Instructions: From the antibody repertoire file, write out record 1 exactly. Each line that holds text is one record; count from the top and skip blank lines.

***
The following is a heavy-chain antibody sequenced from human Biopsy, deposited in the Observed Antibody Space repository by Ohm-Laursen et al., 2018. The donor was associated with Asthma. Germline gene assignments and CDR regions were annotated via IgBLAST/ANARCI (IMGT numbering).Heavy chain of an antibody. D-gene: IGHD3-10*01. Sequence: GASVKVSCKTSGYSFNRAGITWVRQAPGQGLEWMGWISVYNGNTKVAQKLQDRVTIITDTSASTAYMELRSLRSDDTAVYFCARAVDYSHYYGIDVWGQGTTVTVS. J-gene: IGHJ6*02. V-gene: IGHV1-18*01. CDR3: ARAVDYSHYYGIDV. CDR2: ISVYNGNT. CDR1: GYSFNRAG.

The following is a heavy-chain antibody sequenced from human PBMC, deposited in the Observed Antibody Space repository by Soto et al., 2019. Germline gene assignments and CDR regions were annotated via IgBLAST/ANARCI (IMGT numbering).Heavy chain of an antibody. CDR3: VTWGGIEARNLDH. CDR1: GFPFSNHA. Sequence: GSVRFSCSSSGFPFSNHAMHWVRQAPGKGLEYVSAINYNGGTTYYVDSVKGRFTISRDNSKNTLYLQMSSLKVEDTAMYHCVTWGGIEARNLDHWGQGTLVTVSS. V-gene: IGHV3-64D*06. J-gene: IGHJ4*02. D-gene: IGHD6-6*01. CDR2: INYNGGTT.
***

The following is a heavy-chain antibody sequenced from human Biopsy, deposited in the Observed Antibody Space repository by Ohm-Laursen et al., 2018. The donor was associated with Asthma. Germline gene assignments and CDR regions were annotated via IgBLAST/ANARCI (IMGT numbering).Heavy chain of an antibody. D-gene: IGHD3-10*01. Sequence: GASVKVSCKTSGYSFNRAGITWVRQAPGQGLEWMGWISVYNGNTKVAQKLQDRVTIITDTSASTAYMELRSLRSDDTAVYFCARAVDYSHYYGIDVWGQGTTVTVS. J-gene: IGHJ6*02. V-gene: IGHV1-18*01. CDR3: ARAVDYSHYYGIDV. CDR2: ISVYNGNT. CDR1: GYSFNRAG.